Join Dennis Taylor for an in-depth discussion in this video Running a macro from the Quick Access Toolbar button, part of Excel 2013: Macros in Depth.
Some macros might have wider applicability than just in the current worksheet or workbook. In column B, in this worksheet called Mixed Names, we have some formulas that clean up the data in column A. It's done throughout the entire entry of column B, here. And over in column E we've got a different kind of formula, this simply controls the appearance of the data in column D. In both cases, what we'd like to do here is to take the actual results as we see them and use a technique called Paste Values, which in effect throws away the formula and leaves the results.
And no matter which technique we're using here, and you don't have to know much about Excel functions, what we're really trying to do here is to throw away the formulas and keep the values. So, how do we do this manually? Simply select the data - I'll use just a portion of this data here - and we can use copy with Ctrl+C or right-click, copy. And then on Paste Special, you can do it off the paste button if you wish, Paste Values, there's an actual button for it right there, or we could use that. And so, what do we have in these cells? The actual content as we see it. So we'd like to be able to do that at any time.
And fortunately whether we highlight one cell or two cells, if we record the macro, it doesn't make any difference how many we've got highlighted as we record or later when we want to play back the macro, doesn't make any difference how many are highlighted. And let's also suggest that because this is going to be available to other workbooks as well, instead of or in addition to have a keystroke shortcut, we might want to have a new button placed in the Quick Access toolbar. So, let's record the actual macro first. And where we store the macro is critical. And we can do this from the Column E data.
Again, makes no difference what kind of formula's being used. We're going to be turning the formulas into the results. So we've got some data highlighted here. Let's record a macro. We can go to the View tab, the drop arrow under Macros, Record Macro. And maybe we'll just call it something like Paste Values. >> [SOUND] >> Let's forget the keystroke shortcut for now. And let's not store it in this workbook. But in Personal Macro Workbook. If you store a macro here, it will always be available in the future.
No matter which workbook is open. One small caveat there: you must do a normal exit from Excel the next time you do an exit. And I think most of the time that would happen anyway. But, your next exit from Excel will be a normal one. And you will be prompted to save changes you've made to this. If this is the first time you're recording a macro and placing it here, you are in effect creating a personal macro work book. And its actual name is personal.xlsb. So we're about to click OK. Remember, everything we do will be stored in this personal macro workbook and therefore be available indefinitely in the future in any workbook.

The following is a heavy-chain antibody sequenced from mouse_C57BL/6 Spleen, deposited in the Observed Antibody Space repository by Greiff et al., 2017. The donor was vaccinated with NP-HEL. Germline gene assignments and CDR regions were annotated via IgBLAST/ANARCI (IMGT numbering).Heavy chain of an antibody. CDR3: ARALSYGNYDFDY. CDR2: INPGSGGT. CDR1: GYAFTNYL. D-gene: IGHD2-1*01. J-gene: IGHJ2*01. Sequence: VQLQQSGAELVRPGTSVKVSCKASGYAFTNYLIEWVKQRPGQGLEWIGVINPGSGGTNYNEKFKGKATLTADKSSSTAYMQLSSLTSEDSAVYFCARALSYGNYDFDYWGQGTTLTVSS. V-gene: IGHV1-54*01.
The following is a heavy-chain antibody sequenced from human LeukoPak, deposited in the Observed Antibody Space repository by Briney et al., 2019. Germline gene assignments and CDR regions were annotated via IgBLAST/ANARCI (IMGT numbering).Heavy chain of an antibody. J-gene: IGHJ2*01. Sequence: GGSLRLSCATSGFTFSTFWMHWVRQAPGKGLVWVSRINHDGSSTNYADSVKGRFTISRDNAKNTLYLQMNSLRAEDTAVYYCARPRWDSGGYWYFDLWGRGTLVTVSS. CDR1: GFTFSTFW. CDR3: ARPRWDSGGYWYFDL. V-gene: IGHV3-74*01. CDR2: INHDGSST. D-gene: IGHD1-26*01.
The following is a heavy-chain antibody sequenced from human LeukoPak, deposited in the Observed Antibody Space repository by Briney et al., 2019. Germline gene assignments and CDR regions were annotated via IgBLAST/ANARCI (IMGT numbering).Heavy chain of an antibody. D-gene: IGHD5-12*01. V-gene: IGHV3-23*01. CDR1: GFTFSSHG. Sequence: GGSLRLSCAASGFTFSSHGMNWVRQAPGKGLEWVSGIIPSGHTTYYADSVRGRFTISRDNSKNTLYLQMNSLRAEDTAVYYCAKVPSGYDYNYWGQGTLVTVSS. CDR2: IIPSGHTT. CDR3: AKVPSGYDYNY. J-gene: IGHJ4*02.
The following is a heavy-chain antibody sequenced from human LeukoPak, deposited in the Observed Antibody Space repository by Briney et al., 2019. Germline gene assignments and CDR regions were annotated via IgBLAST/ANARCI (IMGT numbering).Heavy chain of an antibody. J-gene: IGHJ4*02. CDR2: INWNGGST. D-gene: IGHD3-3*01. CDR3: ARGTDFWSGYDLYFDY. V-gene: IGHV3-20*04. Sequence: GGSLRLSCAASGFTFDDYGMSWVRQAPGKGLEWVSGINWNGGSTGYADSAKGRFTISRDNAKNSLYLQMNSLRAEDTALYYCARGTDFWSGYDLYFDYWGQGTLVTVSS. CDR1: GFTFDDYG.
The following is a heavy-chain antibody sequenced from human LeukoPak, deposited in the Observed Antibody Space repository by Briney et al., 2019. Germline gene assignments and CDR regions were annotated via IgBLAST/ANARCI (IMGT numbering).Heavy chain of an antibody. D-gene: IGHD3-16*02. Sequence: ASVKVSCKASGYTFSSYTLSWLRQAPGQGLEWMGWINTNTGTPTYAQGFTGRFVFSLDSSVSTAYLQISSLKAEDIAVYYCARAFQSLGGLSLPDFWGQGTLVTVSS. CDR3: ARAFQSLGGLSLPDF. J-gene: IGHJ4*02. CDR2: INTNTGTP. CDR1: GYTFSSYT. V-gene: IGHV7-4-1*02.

We'll click OK, and start the process of simply copying. Ctrl+C is one way to get there. And we can also do this by way of a right-click, we can go to Paste Special this way, and Paste Values, there we are. And a minor point here, let's just press Escape to remove those so-called marquee lines. So we're finished recording. Back to the Macros button, the drop arrow on the View tab. Stop recording. Now, we can make this be assigned to a new button in the Quick Access toolbar simply by going to the Quick Access toolbar, clicking the button on the right, Customize Quick Access Toolbar, and choosing More Commands.
In this dialog box called Excel Options, over on the left side we see Choose Commands From, and we want to click the drop arrow and choose Macros. And we might be seeing macros from different open workbooks, but the one we're looking for is right here. Notice that it's in the file called Personal Paste Values. By clicking add, we are adding this button to the Quick Access toolbar. Now maybe you don't care for that button, so you could choose Modify. There are 181 choices here. I doubt if any one of them immediately suggests paste values, so sometimes it's just a question of maybe picking one of these that you just happen to like the color of.
Here's a butterfly. Why not choose that? The display name that you will see as you slide the mouse over it can be pretty much what you want. So we could just edit this display name here. Take off the first part of it, maybe. You could leave that on, if you wish, to emphasize that it's coming out of Personal or Paste Values, with a space, if you wish. Name it what you want. Click OK, and click OK. And now it's available. Let's try this over here, in Column I we've got a rather complex formula that's replacing some text, but we don't want the formula there anymore, we want these to be turned into their values.
We'll simply click that button, paste values, and what do we have here now? For example, in this cell, simply the result. Now, although you conceivably can do this with any macro, ideally because these buttons are always going to be here anytime you use Excel. Ideally, you only want macros that are stored in Personal Macro workbook in this location. But it's a handy way to get to macros that you use frequently, and you don't need the keystroke shortcut as well, so it's almost as fast as that anyway. So a different technique for storing and being able to get to macros.
- Understanding what macros can do for you
- Running macros
- Creating a Personal Macro Workbook
- Recording macros
- Creating nonrecordable VBA code
- Expanding a macro with statements
- Using absolute and relative references
- Testing a macro in Step mode
- Joining two macros
- Using loop structures
- Streamlining macros